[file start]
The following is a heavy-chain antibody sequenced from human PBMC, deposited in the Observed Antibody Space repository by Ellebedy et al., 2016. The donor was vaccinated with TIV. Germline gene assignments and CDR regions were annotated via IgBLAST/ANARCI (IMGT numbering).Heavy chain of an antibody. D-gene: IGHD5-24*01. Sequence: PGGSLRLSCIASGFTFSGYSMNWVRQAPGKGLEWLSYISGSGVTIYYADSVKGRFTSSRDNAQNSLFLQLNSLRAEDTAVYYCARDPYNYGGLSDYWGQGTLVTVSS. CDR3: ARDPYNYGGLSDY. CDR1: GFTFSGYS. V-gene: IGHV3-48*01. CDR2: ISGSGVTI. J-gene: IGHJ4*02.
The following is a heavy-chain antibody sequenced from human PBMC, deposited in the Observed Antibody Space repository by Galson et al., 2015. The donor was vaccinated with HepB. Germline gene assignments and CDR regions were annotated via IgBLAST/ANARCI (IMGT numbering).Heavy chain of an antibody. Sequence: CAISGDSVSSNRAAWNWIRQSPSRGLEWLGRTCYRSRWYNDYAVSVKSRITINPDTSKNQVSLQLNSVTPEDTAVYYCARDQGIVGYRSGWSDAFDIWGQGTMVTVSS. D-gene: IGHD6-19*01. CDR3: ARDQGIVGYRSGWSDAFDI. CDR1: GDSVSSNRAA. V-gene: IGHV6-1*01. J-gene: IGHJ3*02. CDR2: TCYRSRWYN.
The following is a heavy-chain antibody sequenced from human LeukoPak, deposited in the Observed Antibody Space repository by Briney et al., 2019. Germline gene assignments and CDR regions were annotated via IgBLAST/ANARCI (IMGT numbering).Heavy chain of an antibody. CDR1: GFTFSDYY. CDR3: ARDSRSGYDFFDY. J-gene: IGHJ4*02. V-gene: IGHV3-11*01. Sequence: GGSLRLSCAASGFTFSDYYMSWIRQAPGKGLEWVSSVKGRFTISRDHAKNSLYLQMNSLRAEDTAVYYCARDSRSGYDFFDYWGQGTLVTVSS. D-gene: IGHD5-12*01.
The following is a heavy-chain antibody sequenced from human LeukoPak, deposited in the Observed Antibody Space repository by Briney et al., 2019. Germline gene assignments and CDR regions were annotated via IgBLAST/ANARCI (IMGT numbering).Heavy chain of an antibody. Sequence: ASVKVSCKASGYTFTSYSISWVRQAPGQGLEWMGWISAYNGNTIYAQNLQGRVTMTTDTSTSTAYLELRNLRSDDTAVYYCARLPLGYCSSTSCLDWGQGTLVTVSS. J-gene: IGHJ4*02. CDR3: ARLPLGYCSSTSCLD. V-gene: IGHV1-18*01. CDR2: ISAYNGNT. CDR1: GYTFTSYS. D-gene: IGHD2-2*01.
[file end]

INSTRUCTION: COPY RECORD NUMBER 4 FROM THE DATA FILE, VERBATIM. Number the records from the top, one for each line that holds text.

The following is a heavy-chain antibody sequenced from human LeukoPak, deposited in the Observed Antibody Space repository by Briney et al., 2019. Germline gene assignments and CDR regions were annotated via IgBLAST/ANARCI (IMGT numbering).Heavy chain of an antibody. Sequence: ASVKVSCKASGYTFTSYSISWVRQAPGQGLEWMGWISAYNGNTIYAQNLQGRVTMTTDTSTSTAYLELRNLRSDDTAVYYCARLPLGYCSSTSCLDWGQGTLVTVSS. J-gene: IGHJ4*02. CDR3: ARLPLGYCSSTSCLD. V-gene: IGHV1-18*01. CDR2: ISAYNGNT. CDR1: GYTFTSYS. D-gene: IGHD2-2*01.